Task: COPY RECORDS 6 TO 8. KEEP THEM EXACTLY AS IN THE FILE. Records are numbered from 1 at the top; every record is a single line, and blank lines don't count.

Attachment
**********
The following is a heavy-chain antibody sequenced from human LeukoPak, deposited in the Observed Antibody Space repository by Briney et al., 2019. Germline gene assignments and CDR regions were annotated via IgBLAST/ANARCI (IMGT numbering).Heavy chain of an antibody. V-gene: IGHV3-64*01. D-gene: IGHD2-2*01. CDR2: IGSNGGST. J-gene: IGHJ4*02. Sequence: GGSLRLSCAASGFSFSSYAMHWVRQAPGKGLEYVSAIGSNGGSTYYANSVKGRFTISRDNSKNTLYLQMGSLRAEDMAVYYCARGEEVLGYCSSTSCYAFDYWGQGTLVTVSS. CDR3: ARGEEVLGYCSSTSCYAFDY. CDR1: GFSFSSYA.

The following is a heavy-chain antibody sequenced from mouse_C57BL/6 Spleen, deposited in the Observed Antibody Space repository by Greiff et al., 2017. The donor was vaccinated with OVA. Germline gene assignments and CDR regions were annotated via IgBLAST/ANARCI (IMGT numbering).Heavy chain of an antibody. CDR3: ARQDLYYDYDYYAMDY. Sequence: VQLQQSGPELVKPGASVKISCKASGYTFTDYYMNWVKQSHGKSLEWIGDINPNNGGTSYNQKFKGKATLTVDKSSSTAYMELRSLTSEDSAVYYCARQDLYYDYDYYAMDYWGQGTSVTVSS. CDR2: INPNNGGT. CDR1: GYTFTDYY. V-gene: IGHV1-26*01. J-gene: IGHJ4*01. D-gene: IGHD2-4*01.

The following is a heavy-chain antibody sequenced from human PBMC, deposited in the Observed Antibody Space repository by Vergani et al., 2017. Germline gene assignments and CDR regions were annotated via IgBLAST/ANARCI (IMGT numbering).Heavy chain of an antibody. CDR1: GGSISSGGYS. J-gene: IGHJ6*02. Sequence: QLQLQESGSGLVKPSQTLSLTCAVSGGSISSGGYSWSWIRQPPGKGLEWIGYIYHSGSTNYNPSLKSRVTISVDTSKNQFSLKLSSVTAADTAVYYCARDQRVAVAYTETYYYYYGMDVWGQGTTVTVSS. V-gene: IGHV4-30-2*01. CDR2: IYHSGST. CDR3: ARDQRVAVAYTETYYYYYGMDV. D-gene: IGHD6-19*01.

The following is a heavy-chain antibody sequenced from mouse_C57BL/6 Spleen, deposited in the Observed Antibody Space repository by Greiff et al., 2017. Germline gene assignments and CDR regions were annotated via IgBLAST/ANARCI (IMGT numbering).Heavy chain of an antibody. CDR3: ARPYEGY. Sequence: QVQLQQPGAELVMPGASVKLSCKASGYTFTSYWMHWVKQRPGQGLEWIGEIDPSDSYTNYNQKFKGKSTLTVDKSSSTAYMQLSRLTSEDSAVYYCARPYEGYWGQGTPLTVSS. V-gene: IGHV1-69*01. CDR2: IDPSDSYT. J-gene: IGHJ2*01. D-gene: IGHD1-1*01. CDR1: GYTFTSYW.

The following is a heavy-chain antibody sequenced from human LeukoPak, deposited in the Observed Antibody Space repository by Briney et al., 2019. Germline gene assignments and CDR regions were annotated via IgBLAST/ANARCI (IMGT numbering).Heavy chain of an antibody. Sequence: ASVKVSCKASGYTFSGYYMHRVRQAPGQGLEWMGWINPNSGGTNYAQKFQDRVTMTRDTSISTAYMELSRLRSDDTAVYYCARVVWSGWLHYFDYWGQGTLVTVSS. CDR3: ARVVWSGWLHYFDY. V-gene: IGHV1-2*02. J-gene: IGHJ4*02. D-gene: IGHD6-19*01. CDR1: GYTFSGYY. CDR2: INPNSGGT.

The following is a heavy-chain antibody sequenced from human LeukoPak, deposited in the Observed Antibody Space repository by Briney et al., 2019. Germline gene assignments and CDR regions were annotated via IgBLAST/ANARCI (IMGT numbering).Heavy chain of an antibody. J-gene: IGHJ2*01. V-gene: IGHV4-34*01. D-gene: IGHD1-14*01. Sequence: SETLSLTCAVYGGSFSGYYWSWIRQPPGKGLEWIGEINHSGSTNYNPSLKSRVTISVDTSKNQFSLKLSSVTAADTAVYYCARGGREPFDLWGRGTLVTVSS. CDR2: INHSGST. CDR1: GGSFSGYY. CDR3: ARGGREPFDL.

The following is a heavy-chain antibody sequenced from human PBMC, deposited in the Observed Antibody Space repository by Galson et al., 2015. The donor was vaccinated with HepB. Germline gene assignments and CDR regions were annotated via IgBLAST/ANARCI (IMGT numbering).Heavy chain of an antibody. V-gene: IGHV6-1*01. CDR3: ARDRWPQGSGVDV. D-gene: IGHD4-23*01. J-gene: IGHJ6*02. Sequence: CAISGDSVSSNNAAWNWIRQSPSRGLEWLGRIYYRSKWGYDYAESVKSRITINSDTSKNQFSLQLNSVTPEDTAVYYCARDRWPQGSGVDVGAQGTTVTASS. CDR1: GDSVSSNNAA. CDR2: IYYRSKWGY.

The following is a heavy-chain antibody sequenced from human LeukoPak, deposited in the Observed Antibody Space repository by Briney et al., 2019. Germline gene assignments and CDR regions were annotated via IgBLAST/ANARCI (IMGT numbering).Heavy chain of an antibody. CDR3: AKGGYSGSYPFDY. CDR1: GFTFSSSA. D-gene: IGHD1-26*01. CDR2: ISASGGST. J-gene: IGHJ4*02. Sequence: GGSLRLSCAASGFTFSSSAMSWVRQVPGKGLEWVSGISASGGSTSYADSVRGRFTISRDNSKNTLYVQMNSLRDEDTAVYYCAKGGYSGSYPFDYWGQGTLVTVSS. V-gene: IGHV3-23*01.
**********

The following is a heavy-chain antibody sequenced from human LeukoPak, deposited in the Observed Antibody Space repository by Briney et al., 2019. Germline gene assignments and CDR regions were annotated via IgBLAST/ANARCI (IMGT numbering).Heavy chain of an antibody. J-gene: IGHJ2*01. V-gene: IGHV4-34*01. D-gene: IGHD1-14*01. Sequence: SETLSLTCAVYGGSFSGYYWSWIRQPPGKGLEWIGEINHSGSTNYNPSLKSRVTISVDTSKNQFSLKLSSVTAADTAVYYCARGGREPFDLWGRGTLVTVSS. CDR2: INHSGST. CDR1: GGSFSGYY. CDR3: ARGGREPFDL.

The following is a heavy-chain antibody sequenced from human PBMC, deposited in the Observed Antibody Space repository by Galson et al., 2015. The donor was vaccinated with HepB. Germline gene assignments and CDR regions were annotated via IgBLAST/ANARCI (IMGT numbering).Heavy chain of an antibody. V-gene: IGHV6-1*01. CDR3: ARDRWPQGSGVDV. D-gene: IGHD4-23*01. J-gene: IGHJ6*02. Sequence: CAISGDSVSSNNAAWNWIRQSPSRGLEWLGRIYYRSKWGYDYAESVKSRITINSDTSKNQFSLQLNSVTPEDTAVYYCARDRWPQGSGVDVGAQGTTVTASS. CDR1: GDSVSSNNAA. CDR2: IYYRSKWGY.

The following is a heavy-chain antibody sequenced from human LeukoPak, deposited in the Observed Antibody Space repository by Briney et al., 2019. Germline gene assignments and CDR regions were annotated via IgBLAST/ANARCI (IMGT numbering).Heavy chain of an antibody. CDR3: AKGGYSGSYPFDY. CDR1: GFTFSSSA. D-gene: IGHD1-26*01. CDR2: ISASGGST. J-gene: IGHJ4*02. Sequence: GGSLRLSCAASGFTFSSSAMSWVRQVPGKGLEWVSGISASGGSTSYADSVRGRFTISRDNSKNTLYVQMNSLRDEDTAVYYCAKGGYSGSYPFDYWGQGTLVTVSS. V-gene: IGHV3-23*01.